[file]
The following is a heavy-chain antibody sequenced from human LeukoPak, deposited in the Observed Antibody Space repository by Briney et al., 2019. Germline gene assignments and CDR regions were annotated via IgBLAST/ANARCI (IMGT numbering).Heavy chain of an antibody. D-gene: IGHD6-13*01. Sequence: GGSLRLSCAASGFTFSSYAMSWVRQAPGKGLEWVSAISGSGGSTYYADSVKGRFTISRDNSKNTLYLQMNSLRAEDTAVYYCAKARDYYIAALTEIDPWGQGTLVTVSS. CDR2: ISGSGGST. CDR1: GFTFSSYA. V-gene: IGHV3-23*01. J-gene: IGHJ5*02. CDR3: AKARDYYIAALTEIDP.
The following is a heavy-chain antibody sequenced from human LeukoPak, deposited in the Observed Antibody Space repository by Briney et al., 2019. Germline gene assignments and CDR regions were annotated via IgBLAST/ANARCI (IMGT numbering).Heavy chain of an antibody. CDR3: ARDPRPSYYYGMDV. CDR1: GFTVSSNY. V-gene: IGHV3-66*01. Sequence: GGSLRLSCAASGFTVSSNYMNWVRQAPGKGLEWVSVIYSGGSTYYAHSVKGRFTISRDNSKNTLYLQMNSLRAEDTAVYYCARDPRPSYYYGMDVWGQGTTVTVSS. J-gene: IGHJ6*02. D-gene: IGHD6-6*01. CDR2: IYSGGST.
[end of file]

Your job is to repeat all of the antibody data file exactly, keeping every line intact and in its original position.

The following is a heavy-chain antibody sequenced from human LeukoPak, deposited in the Observed Antibody Space repository by Briney et al., 2019. Germline gene assignments and CDR regions were annotated via IgBLAST/ANARCI (IMGT numbering).Heavy chain of an antibody. D-gene: IGHD6-13*01. Sequence: GGSLRLSCAASGFTFSSYAMSWVRQAPGKGLEWVSAISGSGGSTYYADSVKGRFTISRDNSKNTLYLQMNSLRAEDTAVYYCAKARDYYIAALTEIDPWGQGTLVTVSS. CDR2: ISGSGGST. CDR1: GFTFSSYA. V-gene: IGHV3-23*01. J-gene: IGHJ5*02. CDR3: AKARDYYIAALTEIDP.
The following is a heavy-chain antibody sequenced from human LeukoPak, deposited in the Observed Antibody Space repository by Briney et al., 2019. Germline gene assignments and CDR regions were annotated via IgBLAST/ANARCI (IMGT numbering).Heavy chain of an antibody. CDR3: ARDPRPSYYYGMDV. CDR1: GFTVSSNY. V-gene: IGHV3-66*01. Sequence: GGSLRLSCAASGFTVSSNYMNWVRQAPGKGLEWVSVIYSGGSTYYAHSVKGRFTISRDNSKNTLYLQMNSLRAEDTAVYYCARDPRPSYYYGMDVWGQGTTVTVSS. J-gene: IGHJ6*02. D-gene: IGHD6-6*01. CDR2: IYSGGST.